Proal Perry has a restaurant background and one of his frustrations while in that space was the unavailability of small-producer, estate-bottled wines in the Florida market.  Proal was trying to exit the restaurant business and began looking at opportunities to address this niche.  Bruce Neyers, the National Sales Director for the then fledgeling Kermit Lynch Wine Merchants, came to Florida at that time seeking a distributor for the company's products and suggested that Proal form a company for that express purpose.  Proal listened and Augustan Wine Imports was launched in 1993.  Proal's wife Connie joined the business 1 year later to focus on business operations while he focused on sales.

A number of factors contributed to the early-life success of Augustan: (i) the timing was right; (ii) Augustan was exploiting a niche that was unserved; (iii) there was little competition; and (iv) Augustan was not viewed as a threat by the large distributors.  Augustan was, according to Proal, one of the first small distributors in the state and after its initial success a number of smaller players entered the market.  There are now over 200 licensed distributors in the state.

As Augustan began doing business across the state, its business model became problematic.  The logistics costs associated with a small company trying to distribute small-estate wines across the state was steadily eroding profitability.  By this time, the company had brought on a number of European and domestic producers but had only one distribution center in South Florida from which to dispatch products across the state.  Distributing product to the Panhandle could mean that a truck would be gone for three days and be empty for two of those days.  If the company wanted to extend the model across the state efficiently and effectively, another path would have to be pursued.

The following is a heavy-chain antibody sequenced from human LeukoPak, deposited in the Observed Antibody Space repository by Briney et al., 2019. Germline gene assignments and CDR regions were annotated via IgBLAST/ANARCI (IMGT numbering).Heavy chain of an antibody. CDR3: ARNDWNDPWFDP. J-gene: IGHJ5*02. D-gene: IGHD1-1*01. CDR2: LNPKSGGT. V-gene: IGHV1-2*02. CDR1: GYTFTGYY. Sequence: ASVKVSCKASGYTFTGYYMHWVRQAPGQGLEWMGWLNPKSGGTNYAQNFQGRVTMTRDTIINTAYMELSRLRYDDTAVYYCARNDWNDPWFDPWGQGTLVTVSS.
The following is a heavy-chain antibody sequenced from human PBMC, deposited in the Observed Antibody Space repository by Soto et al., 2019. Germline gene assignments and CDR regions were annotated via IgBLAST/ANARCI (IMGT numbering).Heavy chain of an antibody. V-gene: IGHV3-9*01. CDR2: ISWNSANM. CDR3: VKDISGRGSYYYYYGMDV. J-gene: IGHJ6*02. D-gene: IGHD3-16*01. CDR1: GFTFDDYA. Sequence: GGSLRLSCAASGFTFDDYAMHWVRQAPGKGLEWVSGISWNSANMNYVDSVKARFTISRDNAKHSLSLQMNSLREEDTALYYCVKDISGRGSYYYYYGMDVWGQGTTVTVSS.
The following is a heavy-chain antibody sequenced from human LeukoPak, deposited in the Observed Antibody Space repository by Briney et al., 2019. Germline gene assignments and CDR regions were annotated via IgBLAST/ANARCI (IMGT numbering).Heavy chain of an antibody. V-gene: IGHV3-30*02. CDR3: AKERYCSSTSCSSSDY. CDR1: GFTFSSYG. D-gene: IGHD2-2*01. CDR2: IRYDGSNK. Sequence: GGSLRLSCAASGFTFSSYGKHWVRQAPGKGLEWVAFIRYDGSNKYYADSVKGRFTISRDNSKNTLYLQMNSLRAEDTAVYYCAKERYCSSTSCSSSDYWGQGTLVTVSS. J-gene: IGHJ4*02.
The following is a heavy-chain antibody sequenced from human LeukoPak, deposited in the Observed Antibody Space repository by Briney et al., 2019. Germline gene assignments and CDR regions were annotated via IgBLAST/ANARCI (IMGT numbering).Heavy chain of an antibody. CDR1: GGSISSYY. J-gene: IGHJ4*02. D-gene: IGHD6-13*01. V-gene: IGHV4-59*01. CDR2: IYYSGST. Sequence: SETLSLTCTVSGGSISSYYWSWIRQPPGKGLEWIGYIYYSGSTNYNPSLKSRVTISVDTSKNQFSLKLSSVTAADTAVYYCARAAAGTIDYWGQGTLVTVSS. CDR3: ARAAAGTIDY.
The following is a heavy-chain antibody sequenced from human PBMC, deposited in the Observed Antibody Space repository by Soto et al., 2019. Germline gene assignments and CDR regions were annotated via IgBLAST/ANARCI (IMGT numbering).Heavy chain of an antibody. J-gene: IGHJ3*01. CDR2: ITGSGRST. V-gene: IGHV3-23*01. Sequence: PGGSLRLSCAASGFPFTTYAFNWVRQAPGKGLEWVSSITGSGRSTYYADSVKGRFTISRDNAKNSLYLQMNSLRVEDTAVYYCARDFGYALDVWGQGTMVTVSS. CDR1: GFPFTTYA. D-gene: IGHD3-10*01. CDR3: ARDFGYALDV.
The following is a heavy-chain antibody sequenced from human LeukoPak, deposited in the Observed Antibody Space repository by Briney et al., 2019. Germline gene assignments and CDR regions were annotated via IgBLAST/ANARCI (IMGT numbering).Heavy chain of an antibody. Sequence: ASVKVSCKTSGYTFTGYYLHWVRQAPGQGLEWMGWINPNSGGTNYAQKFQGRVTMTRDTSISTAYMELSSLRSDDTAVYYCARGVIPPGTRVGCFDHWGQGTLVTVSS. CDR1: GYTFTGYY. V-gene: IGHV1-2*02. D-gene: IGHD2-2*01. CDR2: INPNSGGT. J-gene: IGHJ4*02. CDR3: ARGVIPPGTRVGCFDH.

The chosen path was a partnership with Premier Beverage.  Premier saw prestige value in Augustan and preserved that value by allowing its management to retain a high degree of autonomy and independence.  Augustan saw value in Premier's distribution muscle (4 distribution centers across the state) and willingness to provide an environment wherein the founding vision of the company could be pursued in an untrammeled fashion.  Further, the partnership would allow Augustan to become even more specialized as it would now be representing a smaller group of suppliers.

Augustan Wine Imports” goal is to be the most-valued company in the space where their upper-tier customers are doing business. Meeting this goal requires, according to Proal, that the company exhibit the following characteristics: quality of service; knowledge; education; creativity; and innovativeness.

The critical success factors (CSFs) for goal attainment are (i) provision of high-quality wines to the market and (ii) the fostering of an entrepreneurial culture within the organization. The first CSF is of paramount importance and the company has implemented a rigorous screening process to ensure that only the highest-quality wines are offered to its customers. The second CSF is being addressed by giving a strong sense of ownership to the people in the field. The message from management to the field is “We are lending you a $1 million+ business that you should treat as your own. Invest in yourself by continually acquiring wine and industry knowledge and we will give you the support required to ensure your success.” A forcing function for this new management approach was Daniel Pink’s book Drive: The Surprising Truth About What Motivates Us.